U.S. Markets open in 9 hrs 8 mins

Could The Nokian Renkaat Oyj (HEL:NRE1V) Ownership Structure Tell Us Something Useful?

A look at the shareholders of Nokian Renkaat Oyj (HEL:NRE1V) can tell us which group is most powerful. Institutions will often hold stock in bigger companies, and we expect to see insiders owning a noticeable percentage of the smaller ones. Companies that used to be publicly owned tend to have lower insider ownership.

With a market capitalization of €4.0b, Nokian Renkaat Oyj is rather large. We’d expect to see institutional investors on the register. Companies of this size are usually well known to retail investors, too. Our analysis of the ownership of the company, below, shows that institutional investors have bought into the company. We can zoom in on the different ownership groups, to learn more about NRE1V.

View our latest analysis for Nokian Renkaat Oyj

HLSE:NRE1V Ownership Summary December 6th 18

What Does The Institutional Ownership Tell Us About Nokian Renkaat Oyj?

Institutional investors commonly compare their own returns to the returns of a commonly followed index. So they generally do consider buying larger companies that are included in the relevant benchmark index.

Nokian Renkaat Oyj already has institutions on the share registry. Indeed, they own 53% of the company. This suggests some credibility amongst professional investors. But we can’t rely on that fact alone, since institutions make bad investments sometimes, just like everyone does. If multiple institutions change their view on a stock at the same time, you could see the share price drop fast. It’s therefore worth looking at Nokian Renkaat Oyj’s earnings history, below. Of course, the future is what really matters.

HLSE:NRE1V Income Statement Export December 6th 18

Investors should note that institutions actually own more than half the company, so they can collectively wield significant power. Nokian Renkaat Oyj is not owned by hedge funds. There are a reasonable number of analysts covering the stock, so it might be useful to find out their aggregate view on the future.

Insider Ownership Of Nokian Renkaat Oyj

The definition of company insiders can be subjective, and does vary between jurisdictions. Our data reflects individual insiders, capturing board members at the very least. Management ultimately answers to the board. However, it is not uncommon for managers to be executive board members, especially if they are a founder or the CEO.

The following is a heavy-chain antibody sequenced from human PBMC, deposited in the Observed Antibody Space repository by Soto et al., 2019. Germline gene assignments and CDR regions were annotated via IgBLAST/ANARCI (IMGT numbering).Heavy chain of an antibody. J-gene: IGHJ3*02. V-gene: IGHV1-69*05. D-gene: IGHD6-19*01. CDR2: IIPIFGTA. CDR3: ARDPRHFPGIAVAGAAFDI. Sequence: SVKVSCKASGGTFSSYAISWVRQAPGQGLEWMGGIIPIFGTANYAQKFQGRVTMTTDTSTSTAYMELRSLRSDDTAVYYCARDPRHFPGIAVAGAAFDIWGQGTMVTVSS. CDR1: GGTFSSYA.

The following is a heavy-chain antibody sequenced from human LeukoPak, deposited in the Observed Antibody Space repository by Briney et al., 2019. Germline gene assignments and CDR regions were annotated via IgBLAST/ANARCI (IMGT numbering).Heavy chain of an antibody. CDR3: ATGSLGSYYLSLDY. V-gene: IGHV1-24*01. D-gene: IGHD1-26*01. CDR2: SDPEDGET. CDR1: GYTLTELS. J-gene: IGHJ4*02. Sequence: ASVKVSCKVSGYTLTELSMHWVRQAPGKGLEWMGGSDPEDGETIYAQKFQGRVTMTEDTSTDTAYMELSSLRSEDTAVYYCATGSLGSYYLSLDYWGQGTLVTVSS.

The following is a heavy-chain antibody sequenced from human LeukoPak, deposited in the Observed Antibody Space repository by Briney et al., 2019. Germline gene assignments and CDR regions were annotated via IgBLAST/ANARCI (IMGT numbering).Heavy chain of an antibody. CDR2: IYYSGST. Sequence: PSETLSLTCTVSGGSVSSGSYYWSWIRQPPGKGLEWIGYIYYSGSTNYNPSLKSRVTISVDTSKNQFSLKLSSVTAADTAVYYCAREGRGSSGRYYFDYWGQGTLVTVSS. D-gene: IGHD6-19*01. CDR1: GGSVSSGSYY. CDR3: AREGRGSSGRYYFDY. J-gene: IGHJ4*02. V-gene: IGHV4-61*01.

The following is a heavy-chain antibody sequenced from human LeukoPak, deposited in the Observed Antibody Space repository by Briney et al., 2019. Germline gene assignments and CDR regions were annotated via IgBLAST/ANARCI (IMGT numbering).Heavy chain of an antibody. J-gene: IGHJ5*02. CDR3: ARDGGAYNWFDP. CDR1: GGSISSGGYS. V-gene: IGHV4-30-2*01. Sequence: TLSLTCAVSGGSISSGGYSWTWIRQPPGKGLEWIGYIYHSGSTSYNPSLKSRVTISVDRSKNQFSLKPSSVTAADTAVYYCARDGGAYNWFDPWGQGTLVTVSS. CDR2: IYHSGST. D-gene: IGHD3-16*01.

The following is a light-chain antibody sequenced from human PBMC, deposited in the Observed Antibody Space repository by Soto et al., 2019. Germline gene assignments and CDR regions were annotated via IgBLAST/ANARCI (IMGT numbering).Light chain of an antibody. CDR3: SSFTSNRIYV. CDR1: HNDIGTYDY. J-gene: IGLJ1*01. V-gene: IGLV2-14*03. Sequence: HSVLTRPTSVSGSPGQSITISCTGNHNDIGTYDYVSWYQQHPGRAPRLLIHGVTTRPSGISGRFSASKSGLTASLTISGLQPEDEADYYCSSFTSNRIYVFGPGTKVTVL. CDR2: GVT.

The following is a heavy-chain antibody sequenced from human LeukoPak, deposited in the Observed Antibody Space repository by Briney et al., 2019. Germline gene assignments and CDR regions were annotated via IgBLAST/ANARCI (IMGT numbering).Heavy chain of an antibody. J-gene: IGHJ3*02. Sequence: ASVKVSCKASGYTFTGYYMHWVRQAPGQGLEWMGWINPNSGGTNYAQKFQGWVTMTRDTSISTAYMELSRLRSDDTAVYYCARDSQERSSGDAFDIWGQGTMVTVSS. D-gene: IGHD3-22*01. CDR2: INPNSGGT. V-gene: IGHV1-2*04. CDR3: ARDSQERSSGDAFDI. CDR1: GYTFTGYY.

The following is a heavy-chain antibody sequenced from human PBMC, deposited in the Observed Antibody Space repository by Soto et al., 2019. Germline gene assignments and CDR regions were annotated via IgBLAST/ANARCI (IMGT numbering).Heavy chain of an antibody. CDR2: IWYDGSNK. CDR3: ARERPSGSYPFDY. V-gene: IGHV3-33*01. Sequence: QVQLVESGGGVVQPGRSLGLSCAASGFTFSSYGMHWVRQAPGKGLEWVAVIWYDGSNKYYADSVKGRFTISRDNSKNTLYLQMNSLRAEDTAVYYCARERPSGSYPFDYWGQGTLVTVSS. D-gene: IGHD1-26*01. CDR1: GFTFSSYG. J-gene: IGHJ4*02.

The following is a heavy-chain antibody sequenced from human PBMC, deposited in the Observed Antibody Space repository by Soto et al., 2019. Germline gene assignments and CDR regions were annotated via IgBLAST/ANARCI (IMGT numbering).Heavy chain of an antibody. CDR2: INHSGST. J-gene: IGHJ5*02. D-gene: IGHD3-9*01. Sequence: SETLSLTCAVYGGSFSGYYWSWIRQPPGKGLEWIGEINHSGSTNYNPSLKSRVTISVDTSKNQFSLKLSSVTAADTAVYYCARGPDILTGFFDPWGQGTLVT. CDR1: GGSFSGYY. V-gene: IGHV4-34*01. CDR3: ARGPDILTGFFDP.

Most consider insider ownership a positive because it can indicate the board is well aligned with other shareholders. However, on some occasions too much power is concentrated within this group.

Our data suggests that insiders own under 1% of Nokian Renkaat Oyj in their own names. It is a pretty big company, so it would be possible for board members to own a meaningful interest in the company, without owning much of a proportional interest. In this case, they own around €4.8m worth of shares (at current prices). It is always good to see at least some insider ownership, but it might be worth checking if those insiders have been selling.

General Public Ownership

The general public, with a 36% stake in the company, will not easily be ignored. While this size of ownership may not be enough to sway a policy decision in their favour, they can still make a collective impact on company policies.

Public Company Ownership

We can see that public companies hold 10.0%, of the NRE1V shares on issue. We can’t be certain, but this is quite possible this is a strategic stake. The businesses may be similar, or work together.

Next Steps:

I find it very interesting to look at who exactly owns a company. But to truly gain insight, we need to consider other information, too.

I like to dive deeper into how a company has performed in the past. You can find historic revenue and earnings in this detailed graph.

If you are like me, you may want to think about whether this company will grow or shrink. Luckily, you can check this free report showing analyst forecasts for its future.

NB: Figures in this article are calculated using data from the last twelve months, which refer to the 12-month period ending on the last date of the month the financial statement is dated. This may not be consistent with full year annual report figures.

To help readers see past the short term volatility of the financial market, we aim to bring you a long-term focused research analysis purely driven by fundamental data. Note that our analysis does not factor in the latest price-sensitive company announcements.

The author is an independent contributor and at the time of publication had no position in the stocks mentioned. For errors that warrant correction please contact the editor at editorial-team@simplywallst.com.